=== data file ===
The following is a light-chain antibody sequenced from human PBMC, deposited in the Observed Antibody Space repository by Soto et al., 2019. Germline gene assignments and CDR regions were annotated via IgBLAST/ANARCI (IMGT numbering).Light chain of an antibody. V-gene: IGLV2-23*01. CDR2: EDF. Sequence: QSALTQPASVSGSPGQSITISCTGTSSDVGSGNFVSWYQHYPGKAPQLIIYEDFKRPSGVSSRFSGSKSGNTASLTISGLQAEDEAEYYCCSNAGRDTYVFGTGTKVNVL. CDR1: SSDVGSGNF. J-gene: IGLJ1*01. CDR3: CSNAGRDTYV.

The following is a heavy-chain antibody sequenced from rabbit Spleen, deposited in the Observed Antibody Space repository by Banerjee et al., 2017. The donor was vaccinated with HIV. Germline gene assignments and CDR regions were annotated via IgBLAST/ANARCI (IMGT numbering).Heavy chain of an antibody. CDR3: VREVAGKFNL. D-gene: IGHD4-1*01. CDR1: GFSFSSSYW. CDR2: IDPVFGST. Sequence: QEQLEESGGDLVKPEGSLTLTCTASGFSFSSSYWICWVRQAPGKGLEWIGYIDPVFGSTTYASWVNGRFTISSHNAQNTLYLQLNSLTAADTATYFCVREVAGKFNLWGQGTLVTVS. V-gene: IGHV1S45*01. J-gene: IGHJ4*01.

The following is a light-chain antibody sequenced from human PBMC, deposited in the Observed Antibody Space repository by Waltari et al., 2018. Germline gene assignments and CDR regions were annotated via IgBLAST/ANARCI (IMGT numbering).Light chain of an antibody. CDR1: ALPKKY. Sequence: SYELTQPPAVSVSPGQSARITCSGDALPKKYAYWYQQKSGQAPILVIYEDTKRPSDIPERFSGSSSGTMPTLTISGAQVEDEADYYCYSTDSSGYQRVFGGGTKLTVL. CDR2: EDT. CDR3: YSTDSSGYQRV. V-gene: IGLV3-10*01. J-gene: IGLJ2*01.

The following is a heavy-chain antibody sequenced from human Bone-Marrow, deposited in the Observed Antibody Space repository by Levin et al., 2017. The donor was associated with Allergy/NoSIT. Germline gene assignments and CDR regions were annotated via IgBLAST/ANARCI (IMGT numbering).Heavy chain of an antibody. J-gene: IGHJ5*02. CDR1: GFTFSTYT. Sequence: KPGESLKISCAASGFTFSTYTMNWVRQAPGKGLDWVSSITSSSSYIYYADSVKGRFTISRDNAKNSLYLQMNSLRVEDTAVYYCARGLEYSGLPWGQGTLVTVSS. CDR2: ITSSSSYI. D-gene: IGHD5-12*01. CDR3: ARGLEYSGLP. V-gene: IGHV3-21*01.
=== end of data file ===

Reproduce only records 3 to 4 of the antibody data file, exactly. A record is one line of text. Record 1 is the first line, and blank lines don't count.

The following is a light-chain antibody sequenced from human PBMC, deposited in the Observed Antibody Space repository by Waltari et al., 2018. Germline gene assignments and CDR regions were annotated via IgBLAST/ANARCI (IMGT numbering).Light chain of an antibody. CDR1: ALPKKY. Sequence: SYELTQPPAVSVSPGQSARITCSGDALPKKYAYWYQQKSGQAPILVIYEDTKRPSDIPERFSGSSSGTMPTLTISGAQVEDEADYYCYSTDSSGYQRVFGGGTKLTVL. CDR2: EDT. CDR3: YSTDSSGYQRV. V-gene: IGLV3-10*01. J-gene: IGLJ2*01.

The following is a heavy-chain antibody sequenced from human Bone-Marrow, deposited in the Observed Antibody Space repository by Levin et al., 2017. The donor was associated with Allergy/NoSIT. Germline gene assignments and CDR regions were annotated via IgBLAST/ANARCI (IMGT numbering).Heavy chain of an antibody. J-gene: IGHJ5*02. CDR1: GFTFSTYT. Sequence: KPGESLKISCAASGFTFSTYTMNWVRQAPGKGLDWVSSITSSSSYIYYADSVKGRFTISRDNAKNSLYLQMNSLRVEDTAVYYCARGLEYSGLPWGQGTLVTVSS. CDR2: ITSSSSYI. D-gene: IGHD5-12*01. CDR3: ARGLEYSGLP. V-gene: IGHV3-21*01.